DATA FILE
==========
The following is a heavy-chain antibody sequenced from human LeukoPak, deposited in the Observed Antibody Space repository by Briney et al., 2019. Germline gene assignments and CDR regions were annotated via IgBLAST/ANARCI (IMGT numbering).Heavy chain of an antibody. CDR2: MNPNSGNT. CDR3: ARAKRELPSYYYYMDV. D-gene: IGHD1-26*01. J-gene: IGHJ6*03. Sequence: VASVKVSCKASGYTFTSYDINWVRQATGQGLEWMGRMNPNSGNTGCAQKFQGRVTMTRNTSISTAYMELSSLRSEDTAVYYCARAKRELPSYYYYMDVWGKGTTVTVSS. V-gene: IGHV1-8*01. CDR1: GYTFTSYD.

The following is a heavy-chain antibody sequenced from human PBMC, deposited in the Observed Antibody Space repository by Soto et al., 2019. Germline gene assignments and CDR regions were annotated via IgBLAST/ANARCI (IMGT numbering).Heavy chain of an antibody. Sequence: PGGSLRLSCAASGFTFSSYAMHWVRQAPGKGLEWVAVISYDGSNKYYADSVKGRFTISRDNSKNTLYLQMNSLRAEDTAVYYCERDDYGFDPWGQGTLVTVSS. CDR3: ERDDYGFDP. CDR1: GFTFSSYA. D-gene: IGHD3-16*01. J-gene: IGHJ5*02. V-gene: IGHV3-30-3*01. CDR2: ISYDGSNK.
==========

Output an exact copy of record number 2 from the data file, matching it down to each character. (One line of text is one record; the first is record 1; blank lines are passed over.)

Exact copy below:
The following is a heavy-chain antibody sequenced from human PBMC, deposited in the Observed Antibody Space repository by Soto et al., 2019. Germline gene assignments and CDR regions were annotated via IgBLAST/ANARCI (IMGT numbering).Heavy chain of an antibody. Sequence: PGGSLRLSCAASGFTFSSYAMHWVRQAPGKGLEWVAVISYDGSNKYYADSVKGRFTISRDNSKNTLYLQMNSLRAEDTAVYYCERDDYGFDPWGQGTLVTVSS. CDR3: ERDDYGFDP. CDR1: GFTFSSYA. D-gene: IGHD3-16*01. J-gene: IGHJ5*02. V-gene: IGHV3-30-3*01. CDR2: ISYDGSNK.